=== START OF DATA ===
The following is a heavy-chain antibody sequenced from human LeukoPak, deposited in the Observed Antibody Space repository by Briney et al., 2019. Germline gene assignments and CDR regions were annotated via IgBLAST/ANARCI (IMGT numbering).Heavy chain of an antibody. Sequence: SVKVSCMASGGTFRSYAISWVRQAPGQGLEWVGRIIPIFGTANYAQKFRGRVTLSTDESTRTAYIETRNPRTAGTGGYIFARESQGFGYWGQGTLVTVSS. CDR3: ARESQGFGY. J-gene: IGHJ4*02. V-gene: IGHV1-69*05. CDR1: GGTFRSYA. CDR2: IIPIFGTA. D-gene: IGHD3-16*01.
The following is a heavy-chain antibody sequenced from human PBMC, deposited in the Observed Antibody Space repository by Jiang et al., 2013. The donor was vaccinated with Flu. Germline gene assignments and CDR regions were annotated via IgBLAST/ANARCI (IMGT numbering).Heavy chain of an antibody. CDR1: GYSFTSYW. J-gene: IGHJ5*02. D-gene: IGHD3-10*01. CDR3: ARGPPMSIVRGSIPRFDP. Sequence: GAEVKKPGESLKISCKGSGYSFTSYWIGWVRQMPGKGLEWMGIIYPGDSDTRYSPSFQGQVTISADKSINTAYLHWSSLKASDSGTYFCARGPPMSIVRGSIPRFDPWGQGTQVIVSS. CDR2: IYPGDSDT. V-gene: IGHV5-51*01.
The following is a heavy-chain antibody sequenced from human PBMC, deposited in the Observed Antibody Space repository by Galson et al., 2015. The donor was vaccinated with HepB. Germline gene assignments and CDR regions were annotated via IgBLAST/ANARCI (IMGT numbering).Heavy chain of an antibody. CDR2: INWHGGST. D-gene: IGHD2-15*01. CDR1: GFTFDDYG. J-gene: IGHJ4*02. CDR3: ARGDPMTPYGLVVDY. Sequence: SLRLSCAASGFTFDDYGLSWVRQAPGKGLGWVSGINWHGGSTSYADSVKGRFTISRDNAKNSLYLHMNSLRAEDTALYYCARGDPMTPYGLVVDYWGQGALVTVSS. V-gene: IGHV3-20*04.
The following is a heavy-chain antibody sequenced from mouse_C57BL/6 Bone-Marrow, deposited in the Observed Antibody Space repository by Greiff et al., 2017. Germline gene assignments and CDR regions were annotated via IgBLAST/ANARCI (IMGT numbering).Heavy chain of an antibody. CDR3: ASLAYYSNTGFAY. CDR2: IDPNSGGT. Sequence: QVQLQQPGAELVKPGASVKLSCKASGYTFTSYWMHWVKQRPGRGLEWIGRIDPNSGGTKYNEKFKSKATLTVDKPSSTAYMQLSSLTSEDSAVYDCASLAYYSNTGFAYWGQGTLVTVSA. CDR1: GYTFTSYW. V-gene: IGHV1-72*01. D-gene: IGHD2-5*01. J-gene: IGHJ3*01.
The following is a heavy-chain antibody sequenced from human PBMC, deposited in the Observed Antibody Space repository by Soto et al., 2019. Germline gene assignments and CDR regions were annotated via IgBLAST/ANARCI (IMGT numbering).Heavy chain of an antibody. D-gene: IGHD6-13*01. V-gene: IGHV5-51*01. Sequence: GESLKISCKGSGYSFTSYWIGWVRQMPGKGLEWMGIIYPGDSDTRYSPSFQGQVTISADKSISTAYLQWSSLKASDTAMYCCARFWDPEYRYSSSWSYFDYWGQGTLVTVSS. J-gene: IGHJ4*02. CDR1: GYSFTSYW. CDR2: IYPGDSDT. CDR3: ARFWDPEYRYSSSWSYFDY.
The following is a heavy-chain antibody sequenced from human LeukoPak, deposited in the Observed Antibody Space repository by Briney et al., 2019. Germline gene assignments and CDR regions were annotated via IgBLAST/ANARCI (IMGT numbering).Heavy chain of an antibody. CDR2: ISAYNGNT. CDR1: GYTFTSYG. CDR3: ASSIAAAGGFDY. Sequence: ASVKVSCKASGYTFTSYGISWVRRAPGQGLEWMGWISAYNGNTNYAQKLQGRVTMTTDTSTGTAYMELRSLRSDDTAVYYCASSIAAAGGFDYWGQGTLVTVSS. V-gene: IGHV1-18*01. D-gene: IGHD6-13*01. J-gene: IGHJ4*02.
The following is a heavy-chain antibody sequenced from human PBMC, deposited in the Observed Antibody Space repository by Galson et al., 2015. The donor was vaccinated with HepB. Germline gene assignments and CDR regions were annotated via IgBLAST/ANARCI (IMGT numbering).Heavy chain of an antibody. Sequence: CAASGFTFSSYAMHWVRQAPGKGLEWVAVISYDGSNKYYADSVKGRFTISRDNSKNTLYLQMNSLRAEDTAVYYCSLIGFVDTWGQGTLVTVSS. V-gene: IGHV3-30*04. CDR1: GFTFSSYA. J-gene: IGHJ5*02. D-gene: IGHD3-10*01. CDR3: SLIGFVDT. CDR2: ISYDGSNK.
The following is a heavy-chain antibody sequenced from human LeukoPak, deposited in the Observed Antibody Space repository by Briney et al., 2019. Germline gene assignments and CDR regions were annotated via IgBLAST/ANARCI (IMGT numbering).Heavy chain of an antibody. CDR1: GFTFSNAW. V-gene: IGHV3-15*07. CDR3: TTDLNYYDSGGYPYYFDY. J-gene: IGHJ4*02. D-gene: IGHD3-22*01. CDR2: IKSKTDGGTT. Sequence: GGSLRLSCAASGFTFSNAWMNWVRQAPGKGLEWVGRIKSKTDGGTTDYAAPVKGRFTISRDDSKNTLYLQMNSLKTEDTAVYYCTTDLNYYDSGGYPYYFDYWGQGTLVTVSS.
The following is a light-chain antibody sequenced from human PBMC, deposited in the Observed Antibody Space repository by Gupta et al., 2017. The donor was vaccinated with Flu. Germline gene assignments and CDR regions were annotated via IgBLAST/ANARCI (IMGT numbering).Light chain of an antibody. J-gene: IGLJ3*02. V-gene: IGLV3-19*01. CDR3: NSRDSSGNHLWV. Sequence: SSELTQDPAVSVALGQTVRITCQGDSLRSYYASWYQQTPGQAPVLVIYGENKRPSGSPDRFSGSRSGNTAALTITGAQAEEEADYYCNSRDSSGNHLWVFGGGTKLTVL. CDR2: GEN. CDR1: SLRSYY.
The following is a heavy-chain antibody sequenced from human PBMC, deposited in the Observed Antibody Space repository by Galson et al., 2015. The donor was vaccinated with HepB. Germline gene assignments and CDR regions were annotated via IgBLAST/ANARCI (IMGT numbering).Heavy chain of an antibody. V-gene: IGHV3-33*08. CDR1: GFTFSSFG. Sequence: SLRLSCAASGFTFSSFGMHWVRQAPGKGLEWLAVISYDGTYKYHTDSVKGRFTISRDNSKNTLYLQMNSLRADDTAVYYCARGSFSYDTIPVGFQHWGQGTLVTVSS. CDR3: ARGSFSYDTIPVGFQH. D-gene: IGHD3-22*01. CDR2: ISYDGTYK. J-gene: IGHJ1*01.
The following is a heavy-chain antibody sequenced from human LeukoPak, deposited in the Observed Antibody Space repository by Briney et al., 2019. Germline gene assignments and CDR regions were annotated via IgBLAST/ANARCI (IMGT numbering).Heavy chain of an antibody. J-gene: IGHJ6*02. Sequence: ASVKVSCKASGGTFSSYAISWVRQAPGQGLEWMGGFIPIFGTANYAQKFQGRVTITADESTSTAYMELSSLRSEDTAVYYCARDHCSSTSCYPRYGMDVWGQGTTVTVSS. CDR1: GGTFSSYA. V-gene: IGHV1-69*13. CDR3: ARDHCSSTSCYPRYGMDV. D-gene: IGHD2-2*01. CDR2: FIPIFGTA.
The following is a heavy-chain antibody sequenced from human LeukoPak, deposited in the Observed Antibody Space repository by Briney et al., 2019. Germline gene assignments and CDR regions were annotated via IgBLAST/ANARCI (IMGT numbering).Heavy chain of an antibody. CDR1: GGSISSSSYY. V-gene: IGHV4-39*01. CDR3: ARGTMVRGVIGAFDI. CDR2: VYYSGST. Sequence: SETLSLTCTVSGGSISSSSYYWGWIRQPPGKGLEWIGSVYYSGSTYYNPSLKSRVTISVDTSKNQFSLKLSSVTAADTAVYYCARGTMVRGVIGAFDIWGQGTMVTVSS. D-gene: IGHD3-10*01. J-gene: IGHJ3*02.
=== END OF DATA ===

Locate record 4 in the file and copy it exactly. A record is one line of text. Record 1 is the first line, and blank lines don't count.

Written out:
The following is a heavy-chain antibody sequenced from mouse_C57BL/6 Bone-Marrow, deposited in the Observed Antibody Space repository by Greiff et al., 2017. Germline gene assignments and CDR regions were annotated via IgBLAST/ANARCI (IMGT numbering).Heavy chain of an antibody. CDR3: ASLAYYSNTGFAY. CDR2: IDPNSGGT. Sequence: QVQLQQPGAELVKPGASVKLSCKASGYTFTSYWMHWVKQRPGRGLEWIGRIDPNSGGTKYNEKFKSKATLTVDKPSSTAYMQLSSLTSEDSAVYDCASLAYYSNTGFAYWGQGTLVTVSA. CDR1: GYTFTSYW. V-gene: IGHV1-72*01. D-gene: IGHD2-5*01. J-gene: IGHJ3*01.